It’s a Friday night. You don’t have any plans, and you like supporting the local arts scene. So you go check out a play at one of Edmonton’s theatres, like the Walterdale Playhouse, Edmonton’s longest-running community theatre. You enjoy the show, which is completely run by volunteers, admire the set, the costumes and, of course, the considerable talents of the actors. You go home and are in bed by 11. The whole night’s activities, from deciding on a show to getting back home probably took you about 5 hours.
Falling asleep, you may not realize that the performance you just saw has been performed many times by those actors and producers, in a process that started 4 months prior or longer.
But, what’s actually going on during those hundreds of hours spent locked down in rehearsal? What actually goes into the two hour production that runs for 10 days or so that you witness on stage? That’s what I set to find out by sitting in on the rehearsal and production process of Tennessee Williams’ Summer and Smoke, directed by Mary-Ellen Perley, and appearing at the Walterdale February 6-16, 2013.
Although the Production Team, and obviously the Director, have worked on the production for months before auditions, the first night of auditions is the first time the production opens it doors to the public. To act in a play, or be involved in the production team, one has to purchase a $25 Walterdale Playhouse membership. While no one would consider this a steep price, I purchased mine about six months ago after hearing about the workshops that members have access to, like sound or lighting design workshops.
The night of auditions I attended was really interesting for me. When I saw the schedule – three hours of auditions with 10 -13 people per audition, I felt a bit overwhelmed (and that was only the first of two nights)! From my (very brief) forays into acting in high school – I have the image of most auditions being one actor alone in front of a panel reading a few lines from a script. Does that style of audition really allow for that much differentiation between actors? Or, in any case, does it allow for enough differentiation between actors that one would be able to see 30 actors audition in one night? I didn’t think so, and luckily the audition involved Mary-Ellen choosing various combinations of people to read “sides” (small portions of the script). What I found incredibly interesting was the different approach the various actors brought to the script. The meaning of the set changed so drastically based on the different choices the actors made – with everything from the amount of movement, to the volume of their voice, to the way the actors interacted with each other changing with each audition, the auditions never became repetitive or boring.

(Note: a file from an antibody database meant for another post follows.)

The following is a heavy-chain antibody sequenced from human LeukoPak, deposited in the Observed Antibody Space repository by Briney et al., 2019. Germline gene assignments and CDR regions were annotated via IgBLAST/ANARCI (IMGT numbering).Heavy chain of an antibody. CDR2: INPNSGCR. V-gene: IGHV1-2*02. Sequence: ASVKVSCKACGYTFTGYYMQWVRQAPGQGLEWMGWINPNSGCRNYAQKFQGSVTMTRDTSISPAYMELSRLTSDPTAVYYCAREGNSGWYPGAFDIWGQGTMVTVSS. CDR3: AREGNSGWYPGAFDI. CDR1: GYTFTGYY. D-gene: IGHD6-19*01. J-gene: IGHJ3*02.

Walking into the auditions not knowing the play, I was also surprised when I just knew that someone seemed right for the role they were reading for. Not that I was attending the auditions to help with the casting – my role is simply as an observer – but, after hearing the sets read by several different people, some of the actors’ readings gave me chills. It’s hard for me as a reviewer – and audience member – to put my finger on why that is. Certainly, it’s the preparation work the actor does before the auditions. Looking back, it also likely had to do with how they carried themselves, their mannerisms (both habitual and practiced in preparation for the auditions), or their clothing choice. In any case, the amount of talent in the room auditioning to become a volunteer actor, was amazing. I’m glad I didn’t have to make the casting choice!
Next up: First read and 1-on-1 sessions
– Jenna Marynowski